Be careful who you sue!


In the recent case of Alock v Park Business Centres Ltd, Liverpool County Court (4 September 2014), the County Court has struck out, as an abuse of process under CPR 3.4(2)(b), an action against a defendant (Park Business Centres) which, it held, should have been sued in earlier proceedings.

Following an injury at a business premises, the claimant (C) issued proceedings against six defendants, two of which were in the same corporate group as Park, but not including Park. As the claim unfolded, C discontinued the proceedings against three of the defendants before indicating in his allocation questionnaire that he intended to apply to substitute four further defendants, this time including Park. Despite this apparent intention, he failed to do so, causing the Court to make an Order on 16 January 2013 to “put up or shut up”, which still failed to inspire a response from C.

It was only after the three remaining defendants applied to strike out the first proceedings (alternatively summary judgment) that C applied to add further defendants, including Park. The three defendants obtained summary judgment against C and the first proceedings were dismissed.

Rather than appeal this decision, C started a new claim against Park, which Park immediately sought strike out on the basis that it should have been sued in the first proceedings. The Judge agreed with Park in finding that this was a rare case in which a second set of proceedings against a different defendant amounted to an abuse of process and should be struck out because of C’s unjustifiably over-cautious approach to adding Park as a defendant in the first proceedings, in contrast to its general willingness to sue multiple defendants. In addition, C had failed to comply with the January 2013 order. C had enough information to apply to add Park as a defendant at that stage but failed to do so.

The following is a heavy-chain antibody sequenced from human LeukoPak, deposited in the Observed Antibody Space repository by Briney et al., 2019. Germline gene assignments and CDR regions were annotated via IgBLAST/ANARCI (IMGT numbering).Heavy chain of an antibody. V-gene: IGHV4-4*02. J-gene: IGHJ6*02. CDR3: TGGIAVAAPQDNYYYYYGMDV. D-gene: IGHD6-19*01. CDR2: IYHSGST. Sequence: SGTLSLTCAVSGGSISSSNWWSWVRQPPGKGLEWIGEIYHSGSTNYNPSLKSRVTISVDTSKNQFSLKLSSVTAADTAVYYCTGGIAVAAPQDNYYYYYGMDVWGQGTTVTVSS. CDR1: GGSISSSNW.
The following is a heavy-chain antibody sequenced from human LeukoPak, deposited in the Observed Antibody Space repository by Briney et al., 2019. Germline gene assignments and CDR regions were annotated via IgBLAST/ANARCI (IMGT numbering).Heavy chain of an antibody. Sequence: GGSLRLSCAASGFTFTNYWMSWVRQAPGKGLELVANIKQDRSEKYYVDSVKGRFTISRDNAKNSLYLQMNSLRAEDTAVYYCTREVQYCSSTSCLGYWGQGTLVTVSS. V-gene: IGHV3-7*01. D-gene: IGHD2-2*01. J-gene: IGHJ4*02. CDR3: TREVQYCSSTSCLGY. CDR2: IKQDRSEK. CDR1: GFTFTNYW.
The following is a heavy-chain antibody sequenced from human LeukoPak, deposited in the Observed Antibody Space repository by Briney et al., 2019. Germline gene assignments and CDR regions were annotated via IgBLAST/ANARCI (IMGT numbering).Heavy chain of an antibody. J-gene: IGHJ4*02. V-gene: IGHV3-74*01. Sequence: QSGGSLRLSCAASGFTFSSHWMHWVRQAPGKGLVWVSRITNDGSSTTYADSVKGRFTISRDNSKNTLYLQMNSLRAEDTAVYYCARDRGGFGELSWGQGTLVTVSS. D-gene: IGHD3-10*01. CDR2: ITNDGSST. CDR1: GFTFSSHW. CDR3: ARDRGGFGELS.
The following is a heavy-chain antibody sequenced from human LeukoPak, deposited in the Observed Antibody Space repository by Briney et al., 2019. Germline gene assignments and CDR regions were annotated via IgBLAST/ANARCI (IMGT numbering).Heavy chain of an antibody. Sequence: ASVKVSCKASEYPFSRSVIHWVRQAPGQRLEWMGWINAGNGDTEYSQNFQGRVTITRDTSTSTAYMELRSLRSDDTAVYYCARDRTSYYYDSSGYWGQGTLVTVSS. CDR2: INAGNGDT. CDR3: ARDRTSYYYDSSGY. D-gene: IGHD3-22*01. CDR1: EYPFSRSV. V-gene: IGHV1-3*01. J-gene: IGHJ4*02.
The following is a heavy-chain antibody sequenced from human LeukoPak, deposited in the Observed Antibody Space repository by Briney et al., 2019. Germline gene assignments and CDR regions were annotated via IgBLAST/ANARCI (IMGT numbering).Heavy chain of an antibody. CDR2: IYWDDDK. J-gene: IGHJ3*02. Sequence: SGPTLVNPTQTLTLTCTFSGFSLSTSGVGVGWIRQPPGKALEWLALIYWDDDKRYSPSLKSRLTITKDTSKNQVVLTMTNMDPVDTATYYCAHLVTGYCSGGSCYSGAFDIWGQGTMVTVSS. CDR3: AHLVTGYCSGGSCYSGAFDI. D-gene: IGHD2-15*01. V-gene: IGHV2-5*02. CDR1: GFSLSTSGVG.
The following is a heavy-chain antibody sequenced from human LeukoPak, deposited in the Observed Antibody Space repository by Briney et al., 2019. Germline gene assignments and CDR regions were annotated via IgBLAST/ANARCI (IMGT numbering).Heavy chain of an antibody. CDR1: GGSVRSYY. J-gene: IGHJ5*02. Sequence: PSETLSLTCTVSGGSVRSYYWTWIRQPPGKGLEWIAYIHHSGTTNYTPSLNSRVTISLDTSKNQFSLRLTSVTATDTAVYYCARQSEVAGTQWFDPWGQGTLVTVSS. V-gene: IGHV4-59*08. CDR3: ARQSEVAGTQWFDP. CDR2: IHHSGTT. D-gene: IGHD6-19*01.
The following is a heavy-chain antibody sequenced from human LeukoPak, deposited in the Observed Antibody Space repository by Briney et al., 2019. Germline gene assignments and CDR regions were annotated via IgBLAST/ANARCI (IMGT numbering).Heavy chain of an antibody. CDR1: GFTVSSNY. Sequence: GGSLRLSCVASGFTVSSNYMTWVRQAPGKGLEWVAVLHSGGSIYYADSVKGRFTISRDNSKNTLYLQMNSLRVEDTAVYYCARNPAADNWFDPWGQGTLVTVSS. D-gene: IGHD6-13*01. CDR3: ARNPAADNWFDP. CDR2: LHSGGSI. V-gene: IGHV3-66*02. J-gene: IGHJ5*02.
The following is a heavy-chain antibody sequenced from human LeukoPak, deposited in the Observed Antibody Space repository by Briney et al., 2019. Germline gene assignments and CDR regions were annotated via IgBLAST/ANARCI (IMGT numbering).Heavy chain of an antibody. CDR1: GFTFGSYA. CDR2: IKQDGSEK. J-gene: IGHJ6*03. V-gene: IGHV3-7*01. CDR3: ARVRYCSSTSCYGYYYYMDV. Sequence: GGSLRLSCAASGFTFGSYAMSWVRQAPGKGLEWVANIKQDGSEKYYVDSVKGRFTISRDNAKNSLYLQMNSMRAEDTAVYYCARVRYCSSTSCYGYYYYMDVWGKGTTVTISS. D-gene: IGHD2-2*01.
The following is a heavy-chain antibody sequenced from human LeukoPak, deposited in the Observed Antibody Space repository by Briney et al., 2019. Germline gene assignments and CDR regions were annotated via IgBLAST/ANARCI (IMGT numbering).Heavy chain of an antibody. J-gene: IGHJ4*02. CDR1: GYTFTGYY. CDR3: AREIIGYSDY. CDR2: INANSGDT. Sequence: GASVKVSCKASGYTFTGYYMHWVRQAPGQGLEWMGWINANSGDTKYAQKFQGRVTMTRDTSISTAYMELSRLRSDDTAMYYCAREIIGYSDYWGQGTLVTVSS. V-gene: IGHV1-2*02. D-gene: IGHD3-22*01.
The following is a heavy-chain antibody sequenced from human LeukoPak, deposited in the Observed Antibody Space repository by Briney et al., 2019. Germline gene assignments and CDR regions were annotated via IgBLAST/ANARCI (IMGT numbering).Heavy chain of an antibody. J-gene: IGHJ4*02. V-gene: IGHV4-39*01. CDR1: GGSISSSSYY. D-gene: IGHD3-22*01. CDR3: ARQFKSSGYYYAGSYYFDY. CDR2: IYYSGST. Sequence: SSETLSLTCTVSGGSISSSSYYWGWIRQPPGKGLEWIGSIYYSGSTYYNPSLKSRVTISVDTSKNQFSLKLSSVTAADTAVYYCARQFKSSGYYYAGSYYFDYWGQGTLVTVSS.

It is not uncommon for parties to struggle in ascertaining which of a group of companies is the correct defendant to issue against. Whilst sympathetic to this difficulty, this decision serves as a reminder to take care in choosing the correct defendant and be aware that, notwithstanding the additional costs issues that will invariably arise, going for the wrong defendant could be fatal to a subsequent claim against the right one.

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